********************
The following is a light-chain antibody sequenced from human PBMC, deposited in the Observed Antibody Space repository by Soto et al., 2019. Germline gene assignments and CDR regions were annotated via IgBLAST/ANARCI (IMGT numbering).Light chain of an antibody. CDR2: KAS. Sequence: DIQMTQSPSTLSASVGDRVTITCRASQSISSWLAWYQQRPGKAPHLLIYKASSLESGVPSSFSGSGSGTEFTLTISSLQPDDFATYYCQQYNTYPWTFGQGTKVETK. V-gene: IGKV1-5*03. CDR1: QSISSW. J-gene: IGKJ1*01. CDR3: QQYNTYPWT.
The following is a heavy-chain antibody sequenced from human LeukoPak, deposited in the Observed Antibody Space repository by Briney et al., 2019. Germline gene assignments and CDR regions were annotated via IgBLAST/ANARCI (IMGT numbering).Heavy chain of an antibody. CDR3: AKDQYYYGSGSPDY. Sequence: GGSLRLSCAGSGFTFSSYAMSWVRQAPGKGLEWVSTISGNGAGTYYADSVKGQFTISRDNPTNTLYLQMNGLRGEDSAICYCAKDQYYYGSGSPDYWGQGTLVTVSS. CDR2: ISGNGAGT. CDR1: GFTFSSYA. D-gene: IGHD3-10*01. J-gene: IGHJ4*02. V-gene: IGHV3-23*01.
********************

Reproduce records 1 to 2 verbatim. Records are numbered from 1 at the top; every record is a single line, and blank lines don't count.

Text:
The following is a light-chain antibody sequenced from human PBMC, deposited in the Observed Antibody Space repository by Soto et al., 2019. Germline gene assignments and CDR regions were annotated via IgBLAST/ANARCI (IMGT numbering).Light chain of an antibody. CDR2: KAS. Sequence: DIQMTQSPSTLSASVGDRVTITCRASQSISSWLAWYQQRPGKAPHLLIYKASSLESGVPSSFSGSGSGTEFTLTISSLQPDDFATYYCQQYNTYPWTFGQGTKVETK. V-gene: IGKV1-5*03. CDR1: QSISSW. J-gene: IGKJ1*01. CDR3: QQYNTYPWT.
The following is a heavy-chain antibody sequenced from human LeukoPak, deposited in the Observed Antibody Space repository by Briney et al., 2019. Germline gene assignments and CDR regions were annotated via IgBLAST/ANARCI (IMGT numbering).Heavy chain of an antibody. CDR3: AKDQYYYGSGSPDY. Sequence: GGSLRLSCAGSGFTFSSYAMSWVRQAPGKGLEWVSTISGNGAGTYYADSVKGQFTISRDNPTNTLYLQMNGLRGEDSAICYCAKDQYYYGSGSPDYWGQGTLVTVSS. CDR2: ISGNGAGT. CDR1: GFTFSSYA. D-gene: IGHD3-10*01. J-gene: IGHJ4*02. V-gene: IGHV3-23*01.